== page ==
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Please check with garden owners or their website to confirm current dates open
1 Jan - 29 March; every day, 11am - 4pm
30 March - 25 Oct; every day, 10.30am - 5pm
26 Oct - 31 Dec; every day, 11am - 4pm (except 24 & 25 Dec)
Needs to be pre-booked
Out of hours tours available, contact property for details
1 Jan - 14 Feb & 3 Nov - 31 Dec guided tours only - check website for further details
12 & 13 July; 10.30am - 4pm
May - June
The parterre full of colour
House, Garden & Grounds: Adult £10.60; Child £5.30 (5-15); Family £26.50
Garden & Grounds: Adult £7.00; Child £3.50, Family £17.50
Winter prices, Garden & Park: Adult £5.00; Child £2.50; Family £12.50
Dogs are welcome in forecourt and in Stableyard on short leads. Assistance dogs only through house, gardens and all other areas please.
Parterre, Fruit Garden, Grove, Wilderness, Orchard & Orangery, working Walled Garden, Mushroom House, Ice House, Bowling Green
The gardens surrounding Hanbury Hall are just under 20 acres in size and contain many unique compartments and features. These include a recreation of George London's early eighteenth century formal garden, which includes a Sunken Parterre, Fruit Garden, Wilderness, Grove and Bowling Green.
Later additions to the garden include an Orangery, Mushroom House, Snobs Tunnel, Ice House plus many more things to see and discover. The George London garden design is based on the formality and control of nature, guided by a quotation of the time that 'nothing should be as of nature' . Where possible, buildings and areas are used for their original purpose such as growing mushrooms in the Mushroom House and bowling on the Bowling Green. A walk around the garden is not only a visual treat but a journey through time and different gardening styles.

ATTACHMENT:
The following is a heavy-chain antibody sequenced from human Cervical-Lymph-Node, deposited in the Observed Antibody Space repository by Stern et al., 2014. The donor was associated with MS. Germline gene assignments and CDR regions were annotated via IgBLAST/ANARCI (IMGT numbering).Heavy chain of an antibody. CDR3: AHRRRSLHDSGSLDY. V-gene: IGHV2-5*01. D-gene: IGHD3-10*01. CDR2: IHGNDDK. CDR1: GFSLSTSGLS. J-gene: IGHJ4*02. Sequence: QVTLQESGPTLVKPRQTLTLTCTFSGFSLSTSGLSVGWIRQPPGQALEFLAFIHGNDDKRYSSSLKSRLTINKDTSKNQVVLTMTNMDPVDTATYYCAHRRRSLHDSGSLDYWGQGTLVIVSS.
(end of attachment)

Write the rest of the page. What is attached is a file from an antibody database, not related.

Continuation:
The gardens are surrounded by nearly 400 acres of Parkland which have many interesting walks for visitors to take through it. Formal avenues, which have been absent for many years, have recently been re-planted reaching out from the gardens into the Park, linking them back together once again.
Hanbury Hall was completed in 1701 by Thomas Vernon and is a fine example of a William and Mary-style house which is surrounded by 20 acres of a stunning recreated George London garden and 400 acres of park.
Keen to have an up to date and fashionable garden, Thomas employed the pre-eminent garden designer of the day, George London, to create such a garden which was to include all the elements associated with the formal style of gardening; a Parterre, Fruit Garden, Wilderness, Grove and Bowling Green. The garden remained as such until the 1770's when it was swept away as the fashions changed from the very formal to the natural landscape style.
In the mid 1990's with help from generous bequests and a European Union grant, the garden was carefully restored using the distinguished surveyor James Dougherty's 1731-1733 garden survey, the original plan, and archaeological work to confirm the garden design accuracy.